See also notes in 8:25
8:26-27 Jesus did not rebuk... Read more
See also notes in 8:25
8:26-27 Jesus did not rebuke His disciples for disturbing Him but for failing to trust Him as they should have. He said they had "little faith" (Gr. oligopistos). Wherever Matthew used this word in his Gospel, it always reflects a failure to see below the surface of things. Faith in Messiah and fear are mutually exclusive. Therefore the disciples should not have been "timid" (NASB) or "afraid" (NIV). Even though the disciples believed Jesus could help them, they did not grasp that He was the Messiah who would die a sacrificial death for their sins. How could the divine Messiah whom God had sent die in a storm before He had finished His messianic work? It was impossible.
"The life of discipleship is susceptible to bouts of little faith. Such little faith is not to be condoned. Nevertheless, Jesus does not abandon his disciples at such times but stands ever ready with his saving power to sustain them so they can in fact discharge the mission he has entrusted to them."
The disciples expected help, but they were unprepared for the kind of deliverance Jesus provided. It was a much greater salvation than they hoped for. "The sea . . . became perfectly calm."
"His disciples who were seasoned fishermen had been through storms on this sea that had suddenly ceased. But after the wind would pass, the waves would continue to chop for a while."
Jesus' ability to calm the wind and water with a word made it clear that He had greater powers than these disciples had witnessed previously. This is the first nature miracle that Matthew recorded Jesus doing. "What kind of a man is this?" they asked." Who was He? The reader of Matthew's Gospel knows better than the disciples did. He is the virgin-born Messiah, God with us, come to provide salvation and to set up His kingdom. While the disciples were "men" (v. 27), Jesus was a different type of man, the God-man. Psalms 65:5-6Open in Logos Bible Software (if available); 89:8-9Open in Logos Bible Software (if available); 104:7Open in Logos Bible Software (if available); and 107:23-30Open in Logos Bible Software (if available) attribute the stilling of seas to God (cf. Jon. 1—2). Psalm 89:25Open in Logos Bible Software (if available) predicted that the ideal king would be able to do this.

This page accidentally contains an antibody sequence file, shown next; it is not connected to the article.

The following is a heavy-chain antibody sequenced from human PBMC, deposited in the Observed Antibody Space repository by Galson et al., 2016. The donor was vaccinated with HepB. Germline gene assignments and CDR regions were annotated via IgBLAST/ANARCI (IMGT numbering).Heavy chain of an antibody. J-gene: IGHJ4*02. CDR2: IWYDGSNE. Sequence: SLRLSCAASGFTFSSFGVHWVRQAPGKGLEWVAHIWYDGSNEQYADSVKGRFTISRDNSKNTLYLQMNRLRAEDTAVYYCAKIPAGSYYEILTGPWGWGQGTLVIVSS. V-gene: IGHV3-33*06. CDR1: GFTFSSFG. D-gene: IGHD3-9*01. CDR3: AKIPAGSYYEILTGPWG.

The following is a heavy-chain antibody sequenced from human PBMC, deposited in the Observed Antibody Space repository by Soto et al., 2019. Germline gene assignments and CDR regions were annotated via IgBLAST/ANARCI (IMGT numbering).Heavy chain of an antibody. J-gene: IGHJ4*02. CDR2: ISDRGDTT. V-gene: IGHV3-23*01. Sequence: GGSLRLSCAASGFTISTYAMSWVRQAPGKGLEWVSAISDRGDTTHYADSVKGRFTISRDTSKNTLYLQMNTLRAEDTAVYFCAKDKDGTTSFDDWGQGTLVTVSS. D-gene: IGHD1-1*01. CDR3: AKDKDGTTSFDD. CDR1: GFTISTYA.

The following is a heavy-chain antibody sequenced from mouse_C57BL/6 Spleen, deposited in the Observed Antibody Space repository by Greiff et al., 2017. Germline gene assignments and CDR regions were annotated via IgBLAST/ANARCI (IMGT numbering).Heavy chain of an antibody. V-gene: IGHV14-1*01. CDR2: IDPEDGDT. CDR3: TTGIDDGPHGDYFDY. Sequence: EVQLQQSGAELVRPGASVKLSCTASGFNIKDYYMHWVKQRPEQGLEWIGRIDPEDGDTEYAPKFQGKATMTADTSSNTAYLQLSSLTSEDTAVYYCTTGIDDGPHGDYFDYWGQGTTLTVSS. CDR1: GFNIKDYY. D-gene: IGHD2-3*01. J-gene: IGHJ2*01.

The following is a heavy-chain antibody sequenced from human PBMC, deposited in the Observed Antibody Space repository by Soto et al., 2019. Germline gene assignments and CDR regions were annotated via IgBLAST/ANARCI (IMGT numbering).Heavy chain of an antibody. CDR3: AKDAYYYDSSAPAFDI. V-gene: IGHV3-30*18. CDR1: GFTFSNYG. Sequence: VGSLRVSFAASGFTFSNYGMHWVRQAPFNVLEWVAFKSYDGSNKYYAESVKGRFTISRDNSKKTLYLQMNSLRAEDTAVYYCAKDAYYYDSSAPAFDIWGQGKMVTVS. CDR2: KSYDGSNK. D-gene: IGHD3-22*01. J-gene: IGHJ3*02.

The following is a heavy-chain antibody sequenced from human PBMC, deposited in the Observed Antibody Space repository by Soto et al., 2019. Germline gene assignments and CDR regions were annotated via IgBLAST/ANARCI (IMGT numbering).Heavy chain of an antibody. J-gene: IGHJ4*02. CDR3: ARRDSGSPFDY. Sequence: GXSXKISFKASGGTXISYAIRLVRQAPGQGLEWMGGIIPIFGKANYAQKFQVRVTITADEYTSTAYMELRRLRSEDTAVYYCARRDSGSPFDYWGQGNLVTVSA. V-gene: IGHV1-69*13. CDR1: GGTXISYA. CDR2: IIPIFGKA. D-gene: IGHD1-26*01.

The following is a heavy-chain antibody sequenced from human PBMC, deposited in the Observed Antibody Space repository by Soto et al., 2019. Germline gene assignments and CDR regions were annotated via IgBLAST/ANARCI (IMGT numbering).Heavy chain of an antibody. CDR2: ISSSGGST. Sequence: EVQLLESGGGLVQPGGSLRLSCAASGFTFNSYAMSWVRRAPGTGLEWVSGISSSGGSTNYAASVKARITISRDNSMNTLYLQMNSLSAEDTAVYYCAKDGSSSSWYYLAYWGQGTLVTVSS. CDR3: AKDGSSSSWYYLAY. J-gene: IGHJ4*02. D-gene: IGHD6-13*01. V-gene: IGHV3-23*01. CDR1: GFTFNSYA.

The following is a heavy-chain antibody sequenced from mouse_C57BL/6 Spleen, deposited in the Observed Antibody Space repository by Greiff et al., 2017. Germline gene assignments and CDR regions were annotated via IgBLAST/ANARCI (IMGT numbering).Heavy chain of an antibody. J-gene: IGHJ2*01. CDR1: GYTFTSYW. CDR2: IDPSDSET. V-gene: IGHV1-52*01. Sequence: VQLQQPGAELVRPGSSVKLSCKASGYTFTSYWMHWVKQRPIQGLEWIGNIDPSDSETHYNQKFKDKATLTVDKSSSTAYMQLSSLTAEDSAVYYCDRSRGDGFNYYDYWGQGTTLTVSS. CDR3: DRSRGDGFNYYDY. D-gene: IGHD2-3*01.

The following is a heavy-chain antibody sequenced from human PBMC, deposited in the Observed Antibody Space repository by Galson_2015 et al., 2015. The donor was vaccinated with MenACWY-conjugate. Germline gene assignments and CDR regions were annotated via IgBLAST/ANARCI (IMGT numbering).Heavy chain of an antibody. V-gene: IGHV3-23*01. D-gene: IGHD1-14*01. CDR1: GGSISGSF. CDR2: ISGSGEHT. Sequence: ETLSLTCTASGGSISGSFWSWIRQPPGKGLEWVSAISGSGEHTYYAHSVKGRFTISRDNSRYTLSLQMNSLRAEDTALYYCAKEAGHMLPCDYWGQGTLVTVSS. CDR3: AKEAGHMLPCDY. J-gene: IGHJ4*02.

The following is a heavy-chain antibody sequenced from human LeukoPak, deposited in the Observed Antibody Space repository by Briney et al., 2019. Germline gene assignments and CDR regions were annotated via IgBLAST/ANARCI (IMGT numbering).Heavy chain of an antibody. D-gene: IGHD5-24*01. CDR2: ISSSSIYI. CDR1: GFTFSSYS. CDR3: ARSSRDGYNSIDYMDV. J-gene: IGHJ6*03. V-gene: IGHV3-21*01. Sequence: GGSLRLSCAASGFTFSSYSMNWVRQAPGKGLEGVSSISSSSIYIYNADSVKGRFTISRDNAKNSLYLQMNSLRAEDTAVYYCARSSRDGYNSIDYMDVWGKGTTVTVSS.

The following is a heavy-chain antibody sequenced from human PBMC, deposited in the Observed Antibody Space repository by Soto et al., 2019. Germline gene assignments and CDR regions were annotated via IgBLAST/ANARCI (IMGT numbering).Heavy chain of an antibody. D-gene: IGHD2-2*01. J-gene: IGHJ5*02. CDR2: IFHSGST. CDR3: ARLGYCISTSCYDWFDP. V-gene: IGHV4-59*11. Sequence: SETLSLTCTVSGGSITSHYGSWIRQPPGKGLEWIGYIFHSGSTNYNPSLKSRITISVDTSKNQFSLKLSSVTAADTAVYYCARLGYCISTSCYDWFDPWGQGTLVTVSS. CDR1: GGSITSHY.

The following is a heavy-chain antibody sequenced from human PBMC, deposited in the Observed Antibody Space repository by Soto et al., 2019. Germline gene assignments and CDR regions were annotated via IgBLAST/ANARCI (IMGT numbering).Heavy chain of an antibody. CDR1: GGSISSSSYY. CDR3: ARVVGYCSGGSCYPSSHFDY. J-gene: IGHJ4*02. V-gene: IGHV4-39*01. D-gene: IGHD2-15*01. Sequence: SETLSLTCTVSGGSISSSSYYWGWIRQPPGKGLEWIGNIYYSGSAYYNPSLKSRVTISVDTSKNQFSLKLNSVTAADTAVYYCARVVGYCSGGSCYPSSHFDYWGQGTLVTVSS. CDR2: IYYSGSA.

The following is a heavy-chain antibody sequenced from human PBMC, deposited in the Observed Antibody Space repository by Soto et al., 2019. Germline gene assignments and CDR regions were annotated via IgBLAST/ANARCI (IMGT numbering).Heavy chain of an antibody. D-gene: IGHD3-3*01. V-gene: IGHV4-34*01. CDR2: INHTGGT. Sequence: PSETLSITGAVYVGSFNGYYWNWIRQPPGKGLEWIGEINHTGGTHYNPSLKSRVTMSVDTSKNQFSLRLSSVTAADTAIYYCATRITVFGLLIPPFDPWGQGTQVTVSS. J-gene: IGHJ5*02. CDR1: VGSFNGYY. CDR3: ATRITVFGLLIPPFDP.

The Israelites viewed the sea as an enemy they could not control. Throughout the Old Testament it epitomizes what is wild, hostile, and foreboding. It stood for their foes in some of their literature. Jesus' miracle also taught this secondary lesson. Here was a man exercising dominion over the sea, which God had appointed to man before the Fall (Gen. 1:28Open in Logos Bible Software (if available)). Jesus must be the Second Adam (cf. Rom. 5:12-17Open in Logos Bible Software (if available)).
"The incident is related, not primarily for the sake of recording a miracle, but as an instance of the subduing of the power of evil, which was one of the signs of the nearness of the Kingdom; see xii. 28."
In this incident, Matthew again presented Jesus as man and God. As man, He slept in the boat. As God, he calmed the sea (cf. 4:1-4; 12:22-32). As man, He suffers; but as God, He rules. The pericope indicates Jesus' power to fulfill the prophecies of Isaiah 30:23-24Open in Logos Bible Software (if available); 35:1-7Open in Logos Bible Software (if available); 41:17-18Open in Logos Bible Software (if available); 51:3Open in Logos Bible Software (if available); 55:13Open in Logos Bible Software (if available); Joel 3:18Open in Logos Bible Software (if available); Ezekiel 36:29-38Open in Logos Bible Software (if available); and Zechariah 10:1Open in Logos Bible Software (if available). He has all power over nature. Read less
8:10 Jesus expressed astonishment at this Gentile'... Read more
8:10 Jesus expressed astonishment at this Gentile's great faith in Him. The
Greek verb thaumazo, "to be amazed," usually describes the reaction of
people to Jesus in Matthew (cf. 8:27; 9:33; 15:31; 21:20; 22:22; 27:14).
This is the only time it describes Jesus' reaction to someone.
"'Wonder' cannot apply to God, for it arises out of what is
new and unexpected: but it might exist in Christ, for he had
clothed himself with our flesh, and with human
The introductory clause "I say to you" or "I tell you" alerted Jesus'
disciples that He was about to say something very important on His
personal authority (cf. 5:22). The greatness of the centurion's faith was due
to his perception of Jesus' relationship to God. It was not that he believed
Jesus could heal from a remote distance. Moreover the centurion was a
Gentile who evidently lacked the knowledge of Old Testament revelation
about Messiah. No Jew that Jesus had met had shown such insight into His
person and authority.
472Calvin, Commentary on . . ., 1:382. 138 Dr. Constable's Notes on Matthew 2013 Edition
Evidently, one of the reasons Matthew stressed the uniqueness of the
centurion's faith so strongly, was that he wanted to show the shift in Jesus'
ministry from Jews to all people (cf. 1:1, 3-5; 2:1-12; 3:9-10; 4:15-16;
"This incident is a preview of the great insight which came
later through another centurion's faith, 'Then to the Gentiles
God has granted repentance unto life' (Acts 11:18)."473
http://www.soniclight.com/constable/notes/pdf/matthew.pdf Read less